Committee to review redevelopment of Beulah


By Andrea Cordle
Southwest Editor

About three years ago, the state of Ohio set up a racetrack facility community economic redevelopment fund to assist in the redevelopment of abandoned horse racing tracks.

Now, the city of Grove City wants a piece of that pie for the Beulah Park property.

In order to receive state aid, the city must form a racetrack redevelopment committee.
City Administrator Chuck Boso is part of the committee. He said the group’s goal is to define projects and make redevelopment recommendations to council. Since the city formed the committee, it is now eligible to receive up to $3 million to assist in the redevelopment of Beulah Park.

“We are fortunate the state established this fund,” said Boso.

According to Boso, state funds could be used for planning, demolition or repurposing the property. Funds could even be used to redevelop the area surrounding the Beulah Park property. Council is considering legislation that would set aside some of the aid to help fund the Columbus Street extension project.

The committee consists of a collaborative partner, Joe Ciminello; community representatives, Christine Houk and Andy Furr; Chuck Boso, as the economic development representative; and a non-voting member from the Ohio Development Services Agency.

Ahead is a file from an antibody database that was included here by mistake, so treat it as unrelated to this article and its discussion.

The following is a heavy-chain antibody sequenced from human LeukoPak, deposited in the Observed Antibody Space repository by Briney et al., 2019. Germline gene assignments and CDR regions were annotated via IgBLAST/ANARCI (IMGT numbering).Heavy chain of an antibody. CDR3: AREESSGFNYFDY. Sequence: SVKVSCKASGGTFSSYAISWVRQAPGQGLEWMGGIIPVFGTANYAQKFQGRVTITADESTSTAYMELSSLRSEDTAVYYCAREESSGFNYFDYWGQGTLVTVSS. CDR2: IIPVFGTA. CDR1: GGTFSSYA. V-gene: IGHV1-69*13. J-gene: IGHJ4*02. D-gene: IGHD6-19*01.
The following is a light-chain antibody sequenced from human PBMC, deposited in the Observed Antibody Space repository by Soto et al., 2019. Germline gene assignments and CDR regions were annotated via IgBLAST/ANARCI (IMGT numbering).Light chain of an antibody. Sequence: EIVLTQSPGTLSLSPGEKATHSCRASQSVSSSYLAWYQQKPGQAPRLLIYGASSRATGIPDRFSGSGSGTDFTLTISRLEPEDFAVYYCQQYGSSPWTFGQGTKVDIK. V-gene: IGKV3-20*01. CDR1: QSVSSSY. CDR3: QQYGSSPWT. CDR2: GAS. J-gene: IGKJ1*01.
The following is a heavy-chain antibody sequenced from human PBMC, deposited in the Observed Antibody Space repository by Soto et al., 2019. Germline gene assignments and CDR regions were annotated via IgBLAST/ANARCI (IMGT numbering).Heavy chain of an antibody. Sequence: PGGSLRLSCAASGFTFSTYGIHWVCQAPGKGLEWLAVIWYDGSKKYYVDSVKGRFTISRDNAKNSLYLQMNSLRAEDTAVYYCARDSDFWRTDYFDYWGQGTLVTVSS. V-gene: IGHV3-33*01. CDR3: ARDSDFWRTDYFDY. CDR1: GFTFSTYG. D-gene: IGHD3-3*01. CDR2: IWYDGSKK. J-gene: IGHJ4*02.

Community representative Furr said he was interested in a committee seat because he wants a say in shaping the city’s future.

“It was an honor to be asked to serve,” said Furr.

Furr, who has been an active community advocate, is also part of Town Center Inc., a group that helps to attract business and patrons to the downtown area.

“This committee could have a great impact on what could happen in the city and in the Town Center,” said Furr.

Ciminello is listed as a collaborative partner because he has an option to buy agreement with Penn National, the current owner of Beulah Park.

Ciminello was the city’s developer for the Pinnacle. He has submitted a preliminary Beulah Park redevelopment plan to council. The proposal is a mixed-use development on the 212-acre site. It includes approximately 81 acres of single family homes, 20 acres of smaller homes for empty nesters and 26 acres of multi-family homes. There is about 12 acres of space for commerce and around 70 acres of recreational or park space.

Council approved this proposal last month.

Ciminello has an agreement with Penn National where the company will hold the option to buy so no one else can make a deal until he decides whether to move forward.

Furr said he supports the concept and believes it could bring more people and business into the Town Center.

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